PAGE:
when selling a house, avoid awkward misunderstandings over fixtures and furnishings
Art appliances, stylish lighting and tasteful window treatments can all make an unforgettable impression on potential buyers.
Silk curtains matching wall or floor coverings, elegant chandeliers, or crystal knobs on cabinet doors are the \"assumptions\" that buyers can understand will be included in the sale.
Sellers may have different views.
Usually they will take an expensive extra charge
Like the heir chandelier, the curtains are made to match the bedroom, expensive and customized
Kitchen exhaust fan designed to hang lamps or imported wine cooler-
They were with them when they moved.
If the buyer finds in the last inspection that the items needed in the home have been removed or even replaced, problems and delays may occur when closing.
This \"misconception\" will prompt disappointed buyers to refuse to clinch a deal. Most well-
The written procurement agreement contains a clause that provides for improvements and fixtures included in the sale. Built-
In electrical appliances, lamps, walls-to-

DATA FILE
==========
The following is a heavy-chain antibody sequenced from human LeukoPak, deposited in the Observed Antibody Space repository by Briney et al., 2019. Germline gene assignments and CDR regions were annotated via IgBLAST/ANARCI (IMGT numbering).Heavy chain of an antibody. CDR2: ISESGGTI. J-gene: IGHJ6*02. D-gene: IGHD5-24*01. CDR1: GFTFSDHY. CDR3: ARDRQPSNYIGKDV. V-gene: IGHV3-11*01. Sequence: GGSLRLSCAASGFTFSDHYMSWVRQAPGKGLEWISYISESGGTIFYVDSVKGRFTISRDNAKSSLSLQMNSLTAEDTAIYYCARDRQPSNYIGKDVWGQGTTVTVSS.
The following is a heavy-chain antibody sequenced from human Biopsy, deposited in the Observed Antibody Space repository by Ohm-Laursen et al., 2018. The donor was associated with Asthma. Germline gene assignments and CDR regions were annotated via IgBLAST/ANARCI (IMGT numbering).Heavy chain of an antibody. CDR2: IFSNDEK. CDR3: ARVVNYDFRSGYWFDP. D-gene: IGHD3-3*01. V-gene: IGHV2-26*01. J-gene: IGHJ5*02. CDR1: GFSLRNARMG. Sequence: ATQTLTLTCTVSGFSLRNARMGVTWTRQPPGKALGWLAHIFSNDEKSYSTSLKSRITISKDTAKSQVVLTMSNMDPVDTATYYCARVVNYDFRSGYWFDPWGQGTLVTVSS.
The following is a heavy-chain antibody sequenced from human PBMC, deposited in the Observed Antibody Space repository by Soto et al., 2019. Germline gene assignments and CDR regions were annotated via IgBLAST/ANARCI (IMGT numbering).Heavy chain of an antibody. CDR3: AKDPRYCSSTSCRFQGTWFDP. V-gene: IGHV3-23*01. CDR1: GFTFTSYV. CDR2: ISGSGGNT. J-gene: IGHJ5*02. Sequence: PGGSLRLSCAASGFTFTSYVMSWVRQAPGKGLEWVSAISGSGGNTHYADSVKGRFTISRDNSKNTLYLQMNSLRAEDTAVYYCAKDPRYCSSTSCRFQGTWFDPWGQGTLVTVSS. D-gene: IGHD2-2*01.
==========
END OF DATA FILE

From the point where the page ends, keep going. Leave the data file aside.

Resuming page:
Types that may be listed include carpets, window handling and curtain rods, safety systems, garage door openers, and storm shutters.
However, when personal property projects-
Free curtains, etc.
Standing appliances or favorite lamps and lanterns
There is no specific description in the contract, and there is no clear intention of the seller.
Is the Swedish washing machine left or left?
Will be expensive points
Does the Zero fridge stay in the House or is it removed when it is closed? Trees in free-
Standing pots in the patio or children\'s amusement equipment in the yard will also be questioned.
Unless these items are specifically mentioned in the purchase contract, the buyer cannot be sure that \"what they see will be what they get \".
The furniture looks clean.
In some cases
It will still cause disagreement.
A large, irregular
The shape sofa that perfectly matches the wall color and appears to be built into the wall of the living room may be considered \"real property \".